The Forest from the Trees: A post for the stats nerds


I think the problem with the Graph is there is no historical reoreseantation. What’s the premiers squiggle normal distribution, top 4, your team history (last year, last 3, 5 etc).

It’s hard to make any kind of assessment with nothing to compare it to.

have a play


It’s a real nice thing to play around with, but it’s still early days in the season to mean a lot. Maybe mid-way it will have more use.


Its based on a couple of years of data - its a simple statistical model. Sure the variance in R1 is highest than any other point in the season, but I don’t get your beef with it?


Dont take it personally Trevor, Deckham hates stats at the moment.


To be fair - this is an odd choice of thread for me to hang out in :wink:


You are a ■■■■■■■■■


I’m pretty sure Decks has a beef with any model.



You love it, you just have realised that yet!! :slight_smile:


That squiggle thingy is pretty sexy.


Squiggle rate GWS as the best defenders in the comp at about 67, while we are rated as the 4th best forward line at 57. So, we are well matched at that end of the ground. Our defence is a bout mid table, which is a match for their relatively poor attack similarly at about midtable. Very hard to pick this result on the basis of that simplistic comparison.

But the models favor GWS to win at 55-60%. Mind you, the models are often wrong, so don’t get too worried.


“All models are wrong. Some are useful”-George Box


One of the highly-ranked models last year got almost all of our tips wrong last year (only started getting it “right” around round 15).

To be fair, we did win all the ones we shouldn’t have (and vice versa) in that period…


For those that don’t understand why I might not rate Cripps as high as the rest of you this article might explain why.

As I have highlighted below, two-thirds of all scores are actually created from turnovers.

It doesn’t take a genius to work out that a player that does most of his best work at the coal face is not going to have a huge influence on the game if most of the scoring comes from turnovers.

Anyway that’s just my opinion.

Using turnovers as a weapon

An AFL side can win possession of the ball from one of three basic sources: clearances, kick-ins after behinds, or turnovers.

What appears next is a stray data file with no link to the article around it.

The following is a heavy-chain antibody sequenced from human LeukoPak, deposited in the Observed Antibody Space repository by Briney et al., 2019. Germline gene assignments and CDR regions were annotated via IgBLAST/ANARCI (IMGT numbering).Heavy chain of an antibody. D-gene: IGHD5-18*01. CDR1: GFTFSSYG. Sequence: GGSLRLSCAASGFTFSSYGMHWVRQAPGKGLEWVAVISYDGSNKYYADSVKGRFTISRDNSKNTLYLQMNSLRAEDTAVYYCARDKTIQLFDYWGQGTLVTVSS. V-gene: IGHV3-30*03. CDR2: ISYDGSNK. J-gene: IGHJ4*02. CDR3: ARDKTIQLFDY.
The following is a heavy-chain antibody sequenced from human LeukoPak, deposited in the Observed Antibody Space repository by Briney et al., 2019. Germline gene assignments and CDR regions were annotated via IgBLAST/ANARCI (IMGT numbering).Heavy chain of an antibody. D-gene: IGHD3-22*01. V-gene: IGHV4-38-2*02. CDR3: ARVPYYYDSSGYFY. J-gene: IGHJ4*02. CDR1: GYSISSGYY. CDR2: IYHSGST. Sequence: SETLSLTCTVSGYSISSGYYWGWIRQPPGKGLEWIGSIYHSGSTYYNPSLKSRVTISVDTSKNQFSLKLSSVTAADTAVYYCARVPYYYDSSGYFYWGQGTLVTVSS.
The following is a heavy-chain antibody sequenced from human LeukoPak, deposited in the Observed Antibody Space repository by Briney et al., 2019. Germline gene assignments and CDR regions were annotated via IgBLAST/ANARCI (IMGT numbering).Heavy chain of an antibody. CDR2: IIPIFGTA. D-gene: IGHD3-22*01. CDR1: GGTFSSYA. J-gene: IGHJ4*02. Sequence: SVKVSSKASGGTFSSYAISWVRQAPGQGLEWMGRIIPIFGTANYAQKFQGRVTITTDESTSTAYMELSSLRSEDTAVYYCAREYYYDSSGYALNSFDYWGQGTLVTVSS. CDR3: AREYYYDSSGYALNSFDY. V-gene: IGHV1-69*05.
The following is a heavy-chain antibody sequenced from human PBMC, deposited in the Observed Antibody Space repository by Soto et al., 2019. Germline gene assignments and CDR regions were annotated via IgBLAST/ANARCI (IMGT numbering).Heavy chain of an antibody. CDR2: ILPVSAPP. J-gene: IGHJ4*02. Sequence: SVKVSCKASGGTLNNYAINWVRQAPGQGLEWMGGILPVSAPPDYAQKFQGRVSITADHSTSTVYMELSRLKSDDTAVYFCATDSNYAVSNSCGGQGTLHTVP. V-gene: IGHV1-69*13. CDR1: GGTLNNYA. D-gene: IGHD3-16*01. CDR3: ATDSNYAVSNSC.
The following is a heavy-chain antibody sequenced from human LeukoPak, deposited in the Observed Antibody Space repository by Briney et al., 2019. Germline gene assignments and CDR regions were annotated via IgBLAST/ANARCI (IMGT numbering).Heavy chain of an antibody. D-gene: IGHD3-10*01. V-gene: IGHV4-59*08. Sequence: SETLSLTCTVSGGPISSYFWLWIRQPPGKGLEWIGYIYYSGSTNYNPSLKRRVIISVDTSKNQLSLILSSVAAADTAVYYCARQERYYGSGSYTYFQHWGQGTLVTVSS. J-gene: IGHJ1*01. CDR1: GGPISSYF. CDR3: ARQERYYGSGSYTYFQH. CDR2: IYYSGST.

Although many pundits often focus on the former, it is the latter from which scoring is most often generated. In fact, about two-thirds of all points usually come from turnovers.

Can Richmond be stopped?

Interactive : see how your AFL finals predictions fare against the cold, hard mathematical probabilities that favour the Tigers.

Richmond’s game plan exploits this key fact of modern football.

The number of turnovers per AFL game has increased by 13 per cent over the past four seasons, from 126 per match in 2015 to an average of 143 this season.

Games involving the Tigers feature even more: 155 per game this season, up from 125 four years ago. Crucially, no side is better at forcing its rivals into mistakes whilst minimising its own.

On average, the Tigers give up the ball nine times fewer per match than their opponents.

“Our game is a turnover game,” said Hardwick at Wednesday’s pre-match media conference.

“We acknowledge that, and most sides know that, so the way we set up [against Hawthorn tonight] will certainly be turnover-based.”


I think you meant to say you don’t rate "the importance of " Cripps to a winning game plan .

As a contested clearance beast, he is elite. But I guess your article goes some way to explaining the fact that FCarlton finished last, even with one of the top 5 clearance mids in the comp playing for them.

Compare the Cripps game 2 weeks ago to the Selwood game a week ago. 38 disposals, starting on a wing and ranging through the midfield picking targets and executing very very well. Its not something Cripps is particularly good at. Selwood can do both. Hepp can play on the inside or outside. They are more complete players.


I stated clearly that Cripps was elite as a clearance player but his overall impact doesn’t mean he is an elite player.

What those numbers do highlight though is that a high clearance team like Collingwood can hurt Richmond but a lot has to go right to do so.

As it played out Collingwood got them in the prelim.


So 82-73 is the greatest differential in the league. They probably score about as much from that as we do from having the best midfield combo…

EDIT: a quick search indicates the better teams may be around 1 point per turnover. I also saw that Hawthorn in 2015 had a turnover differential around 23…


I made a predictive model if any of you nerds are interested. Just a bit of messing around, but it does okay. Not sure how to make the metadata on my links not look ■■■■■■ though.


You’ve made the Squiggle!

Alas AutoTippa doesn’t like our chances on the weekend, nor do most other models. Only two, matter of stats and afl gains, like our chances.

With that said, the margins are close and most models factor in home ground advantage. I suspect if we were home it would be reversed.

AutoTippa apparently takes into account personal? I’m surprised the Giants outs didn’t have more of an effect on its predictions . (Only skimmed your model mind)


Fantastic. Looking forward to reading more when I get time.

Interested in the variable selection used to trim the variables used down for the player influence. I assume you used an automated process, did it throw out variables that you thought would be critically important or vice versa. And did you end up tweaking manually at all?

Forest for the trees indeed!